In this situation, the total number of pages to be printed in ON-US customer statements would be 72,000 pages and with the use of one printer, this would take 16.6 hours. With two printers, it would be 8.33 hours; and with 3 printers, this would involve 5.53 hours, while with four printers, this would only take 4.15 hours. Here the total clock hours required for printing (on one printer) would be 22.7 hours which would mean the use of 5.6 hours for retrieving 18,000 accounts with 20 checks each plus 16.6 hours which is the time required to print 72,000 pages on one printer, plus one-half hour (0.5) which is the time to sort 18,000 accounts.
Likewise, using four pages of printing in commercial account statements, then for "commercial" accounts, the total number of pages required would be 50,000 pages which is 12,500×4 and the total print time would come to 11.57 hours.
Likewise for the reconciliation account function, then for the retrieval of 1,000 documents printed on 4 pages, this would come to 4,000 pages and the total print time would be 55.55 minutes.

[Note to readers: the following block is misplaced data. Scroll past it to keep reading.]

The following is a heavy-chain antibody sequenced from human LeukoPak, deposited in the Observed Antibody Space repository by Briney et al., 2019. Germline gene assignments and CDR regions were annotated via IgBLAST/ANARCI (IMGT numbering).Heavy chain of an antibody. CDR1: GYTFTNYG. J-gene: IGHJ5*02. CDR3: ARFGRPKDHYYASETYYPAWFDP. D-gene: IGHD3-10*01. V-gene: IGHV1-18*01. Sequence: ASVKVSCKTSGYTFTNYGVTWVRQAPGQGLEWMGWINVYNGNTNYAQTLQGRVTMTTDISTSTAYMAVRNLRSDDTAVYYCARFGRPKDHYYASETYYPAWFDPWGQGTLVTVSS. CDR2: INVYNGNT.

Referring to FIG. 3, it will be seen that the check image archives are kept in the optical jukebox 50j and the check images are stored in their capture order.
For one statement cycle (which covers 22-banking days), all of the check images are transferred to the print server 44 from the jukebox 50j by means of the archive server 30.
The print server 44 gets a "list" of items to be printed from the host processor 6 which is also called the demand deposit account host or DDA host 6. The print server 44 retrieves check images for any statement cycle by scanning each of the platters 50p in the optical jukebox 50j for a 30-day period.
Then as seen in Block 44s of FIG. 3, the sorting of check images is done according to their sequential "account number". Data is provided to print the statements required for the given printing cycle. Thus, in a typical, medium-size, modern bank, there can be provided a daily print cycle which retrieves and prints statements (of data from the past month of 22 banking days) on a daily basis to print some 18,000 account statements per day. Thus, over a 30-day month of 22 work days (bank work days), the system would be capable of printing out 396,000 account statements, or more.